Julian aiming to pedal from Oulton to heart of Africa
MANY of us will have resolved to head to the gym more often or make a greater effort to get fitter this year.
But for one keen cyclist from Oulton, the challenge ahead in 2012 is a bit more daunting.
Julian Claxton, 31, is currently in training for a gruelling and potentially dangerous 6,000-mile journey to the heart of Africa. Along with three other cyclists, he will head off on April 28 from Bury St Edmunds on a 69-day ride through 15 countries, including regions ravaged by political strife as a result of the Arab Spring or tribal wars.
After crossing Europe, the freelance photographer and his companions will cross the Mediterranean and pass through Egypt, Sudan, Uganda, Ethiopia and Kenya before arriving at their destination, Rwanda.
In doing so they hope to raise thousands of pounds in sponsorship for the Sport for Rwanda appeal to help children in the tiny nation which is still recovering from a brutal civil war in 1990-94. Set up 12 months ago, the appeal is aiming to raise �80,000 to purchase sports and education equipment for 140 schools and help more than 100,000 Rwandan youngsters gain access to sporting activities which they are not currently taught.
Mr Claxton, who is a member of the Great Yarmouth Cycling Club, was inspired to take part in his Cycle 2 Rwanda trek after meeting Mark Beaumont who broke the world record for cycling round the world in just 194 days.
On his journey, he will be carrying all his own camping and travel gear and he will be hoping to cycle an average of 130 miles a day.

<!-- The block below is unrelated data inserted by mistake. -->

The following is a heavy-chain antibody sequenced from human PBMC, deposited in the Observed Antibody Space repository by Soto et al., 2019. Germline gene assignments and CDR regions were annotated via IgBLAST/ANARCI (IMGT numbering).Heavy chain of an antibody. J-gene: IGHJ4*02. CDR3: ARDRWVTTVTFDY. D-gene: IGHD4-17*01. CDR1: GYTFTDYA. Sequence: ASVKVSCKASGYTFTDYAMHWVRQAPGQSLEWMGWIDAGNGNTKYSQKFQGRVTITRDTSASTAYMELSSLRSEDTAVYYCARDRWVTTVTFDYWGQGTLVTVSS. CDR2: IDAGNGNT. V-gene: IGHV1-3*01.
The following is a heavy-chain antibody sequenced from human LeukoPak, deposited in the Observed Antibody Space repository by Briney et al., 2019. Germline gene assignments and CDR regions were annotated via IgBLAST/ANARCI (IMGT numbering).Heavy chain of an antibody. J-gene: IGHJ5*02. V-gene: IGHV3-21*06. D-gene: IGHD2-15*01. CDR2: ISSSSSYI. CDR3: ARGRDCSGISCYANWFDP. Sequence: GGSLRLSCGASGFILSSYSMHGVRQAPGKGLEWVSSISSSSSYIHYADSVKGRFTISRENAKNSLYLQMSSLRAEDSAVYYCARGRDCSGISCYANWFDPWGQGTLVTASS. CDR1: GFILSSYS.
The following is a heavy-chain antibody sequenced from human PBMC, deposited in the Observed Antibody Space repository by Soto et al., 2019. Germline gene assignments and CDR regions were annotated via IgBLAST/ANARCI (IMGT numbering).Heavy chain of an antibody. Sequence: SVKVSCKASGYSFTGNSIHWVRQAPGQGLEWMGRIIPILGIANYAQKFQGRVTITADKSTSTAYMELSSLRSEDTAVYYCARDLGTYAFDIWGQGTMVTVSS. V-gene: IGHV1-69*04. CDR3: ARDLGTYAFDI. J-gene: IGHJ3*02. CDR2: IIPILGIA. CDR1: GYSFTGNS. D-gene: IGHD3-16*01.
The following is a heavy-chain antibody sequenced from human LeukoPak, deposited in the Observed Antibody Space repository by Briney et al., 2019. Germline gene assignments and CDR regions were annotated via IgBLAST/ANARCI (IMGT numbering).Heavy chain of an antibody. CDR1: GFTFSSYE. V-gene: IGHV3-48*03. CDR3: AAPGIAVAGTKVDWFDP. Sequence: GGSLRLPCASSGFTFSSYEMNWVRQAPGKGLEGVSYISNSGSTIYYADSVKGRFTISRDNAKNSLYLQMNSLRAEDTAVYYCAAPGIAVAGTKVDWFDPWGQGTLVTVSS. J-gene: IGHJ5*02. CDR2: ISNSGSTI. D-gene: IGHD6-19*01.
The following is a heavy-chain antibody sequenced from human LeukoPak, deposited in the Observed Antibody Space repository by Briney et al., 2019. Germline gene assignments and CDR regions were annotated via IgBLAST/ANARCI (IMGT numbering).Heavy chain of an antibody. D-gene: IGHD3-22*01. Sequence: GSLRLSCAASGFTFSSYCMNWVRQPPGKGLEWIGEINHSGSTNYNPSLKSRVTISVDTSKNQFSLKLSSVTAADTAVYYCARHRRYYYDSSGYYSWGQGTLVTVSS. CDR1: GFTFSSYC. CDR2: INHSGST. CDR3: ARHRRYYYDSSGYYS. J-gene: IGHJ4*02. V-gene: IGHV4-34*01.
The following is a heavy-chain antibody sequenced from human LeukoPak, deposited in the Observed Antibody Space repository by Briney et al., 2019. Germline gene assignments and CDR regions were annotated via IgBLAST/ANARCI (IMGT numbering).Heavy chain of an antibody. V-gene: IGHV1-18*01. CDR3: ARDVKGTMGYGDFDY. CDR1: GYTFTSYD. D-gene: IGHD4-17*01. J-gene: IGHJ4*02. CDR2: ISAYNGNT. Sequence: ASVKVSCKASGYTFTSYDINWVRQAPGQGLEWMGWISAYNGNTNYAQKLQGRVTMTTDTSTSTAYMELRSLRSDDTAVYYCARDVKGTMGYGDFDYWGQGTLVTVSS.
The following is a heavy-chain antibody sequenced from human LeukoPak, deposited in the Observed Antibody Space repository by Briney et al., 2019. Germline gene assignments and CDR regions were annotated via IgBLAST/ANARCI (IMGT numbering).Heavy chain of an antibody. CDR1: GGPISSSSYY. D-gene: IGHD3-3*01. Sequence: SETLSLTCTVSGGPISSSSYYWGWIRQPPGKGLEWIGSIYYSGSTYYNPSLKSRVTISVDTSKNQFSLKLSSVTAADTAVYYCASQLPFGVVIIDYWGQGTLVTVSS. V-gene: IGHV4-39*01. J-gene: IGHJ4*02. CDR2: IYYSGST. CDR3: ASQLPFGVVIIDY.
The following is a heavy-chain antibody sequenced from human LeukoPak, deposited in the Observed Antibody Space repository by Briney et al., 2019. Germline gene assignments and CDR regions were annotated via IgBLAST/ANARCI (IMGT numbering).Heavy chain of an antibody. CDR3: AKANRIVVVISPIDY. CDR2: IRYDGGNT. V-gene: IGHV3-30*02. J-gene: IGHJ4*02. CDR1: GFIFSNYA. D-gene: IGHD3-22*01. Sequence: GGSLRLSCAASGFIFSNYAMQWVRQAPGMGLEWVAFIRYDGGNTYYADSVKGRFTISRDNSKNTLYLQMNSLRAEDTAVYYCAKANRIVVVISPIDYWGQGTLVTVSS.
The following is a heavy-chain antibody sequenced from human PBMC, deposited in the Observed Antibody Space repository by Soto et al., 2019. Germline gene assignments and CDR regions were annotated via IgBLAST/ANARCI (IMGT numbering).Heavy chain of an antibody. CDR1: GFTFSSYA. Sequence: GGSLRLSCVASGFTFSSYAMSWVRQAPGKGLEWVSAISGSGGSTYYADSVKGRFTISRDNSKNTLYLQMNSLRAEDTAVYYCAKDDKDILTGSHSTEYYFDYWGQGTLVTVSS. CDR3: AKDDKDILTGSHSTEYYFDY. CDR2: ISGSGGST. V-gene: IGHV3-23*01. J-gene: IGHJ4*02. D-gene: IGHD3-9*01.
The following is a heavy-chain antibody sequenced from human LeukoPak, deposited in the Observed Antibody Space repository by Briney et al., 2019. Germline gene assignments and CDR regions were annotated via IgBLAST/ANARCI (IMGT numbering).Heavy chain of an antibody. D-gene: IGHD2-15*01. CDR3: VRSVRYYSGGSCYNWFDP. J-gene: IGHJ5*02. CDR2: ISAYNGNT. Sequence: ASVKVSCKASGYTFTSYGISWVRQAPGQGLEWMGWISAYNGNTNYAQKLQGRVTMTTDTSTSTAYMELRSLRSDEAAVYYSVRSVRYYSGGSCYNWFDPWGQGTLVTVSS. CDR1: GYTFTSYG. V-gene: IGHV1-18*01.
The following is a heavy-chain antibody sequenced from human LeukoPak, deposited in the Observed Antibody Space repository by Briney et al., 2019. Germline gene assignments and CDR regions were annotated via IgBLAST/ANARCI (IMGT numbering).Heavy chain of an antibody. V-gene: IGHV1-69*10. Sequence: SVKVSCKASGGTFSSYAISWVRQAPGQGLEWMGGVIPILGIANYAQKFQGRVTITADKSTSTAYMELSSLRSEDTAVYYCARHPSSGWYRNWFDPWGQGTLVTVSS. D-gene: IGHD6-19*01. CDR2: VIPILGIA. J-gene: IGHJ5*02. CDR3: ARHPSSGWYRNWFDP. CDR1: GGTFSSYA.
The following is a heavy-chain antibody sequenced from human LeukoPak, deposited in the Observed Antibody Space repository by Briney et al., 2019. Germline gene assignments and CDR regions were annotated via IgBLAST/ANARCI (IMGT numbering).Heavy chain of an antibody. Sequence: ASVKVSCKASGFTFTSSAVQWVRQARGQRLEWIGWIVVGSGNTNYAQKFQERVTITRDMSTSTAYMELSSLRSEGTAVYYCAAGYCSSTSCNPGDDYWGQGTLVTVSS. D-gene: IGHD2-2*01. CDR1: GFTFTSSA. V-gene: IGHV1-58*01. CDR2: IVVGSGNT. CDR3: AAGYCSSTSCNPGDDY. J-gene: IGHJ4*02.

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But he has been warned to avoid the Ethiopian border with war-torn Somalia and to be wary in certain parts of Kenya.
As Mr Claxton clocks up the miles, he will be using his camera to take pictures of the route – including its varied landscapes and the people he meets – for an exhibition afterwards. He said: 'When the opportunity of this trip was announced I knew it was for me as it combines my three passions – cycling, travelling and photography.
'The trip is going to offer the opportunity to document a once-in-a-lifetime experience and to be a significant part of the expedition will really provide me with a story to tell my grandchildren in the future.'
His ride has been boosted by a donation of a Koga bike by Yarmouth-based freight forwarding company, DAP UK.
Clive Julian, owner of DAP UK, said: 'When I heard what Julian and the team were doing, I just knew I had to support them. Cycling 6,000 miles without a support crew in such a short space of time is going to be real tough, and we wanted to get him the best bike we could, to help make the challenge a little more comfortable.'
Anyone who wishes to support Mr Claxton and the other cyclists can visit www.sportforrwanda.org